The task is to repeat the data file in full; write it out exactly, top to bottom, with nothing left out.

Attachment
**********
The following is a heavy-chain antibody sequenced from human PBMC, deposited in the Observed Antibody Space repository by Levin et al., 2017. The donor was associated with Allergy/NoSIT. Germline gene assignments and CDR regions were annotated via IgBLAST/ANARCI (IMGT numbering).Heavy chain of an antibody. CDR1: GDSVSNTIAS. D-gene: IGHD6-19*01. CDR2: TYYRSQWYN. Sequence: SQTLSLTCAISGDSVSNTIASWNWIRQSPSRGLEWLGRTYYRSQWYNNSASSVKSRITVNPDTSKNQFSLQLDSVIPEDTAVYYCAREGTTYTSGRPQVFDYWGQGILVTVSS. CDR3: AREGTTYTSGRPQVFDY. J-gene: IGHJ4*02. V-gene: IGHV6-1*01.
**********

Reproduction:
The following is a heavy-chain antibody sequenced from human PBMC, deposited in the Observed Antibody Space repository by Levin et al., 2017. The donor was associated with Allergy/NoSIT. Germline gene assignments and CDR regions were annotated via IgBLAST/ANARCI (IMGT numbering).Heavy chain of an antibody. CDR1: GDSVSNTIAS. D-gene: IGHD6-19*01. CDR2: TYYRSQWYN. Sequence: SQTLSLTCAISGDSVSNTIASWNWIRQSPSRGLEWLGRTYYRSQWYNNSASSVKSRITVNPDTSKNQFSLQLDSVIPEDTAVYYCAREGTTYTSGRPQVFDYWGQGILVTVSS. CDR3: AREGTTYTSGRPQVFDY. J-gene: IGHJ4*02. V-gene: IGHV6-1*01.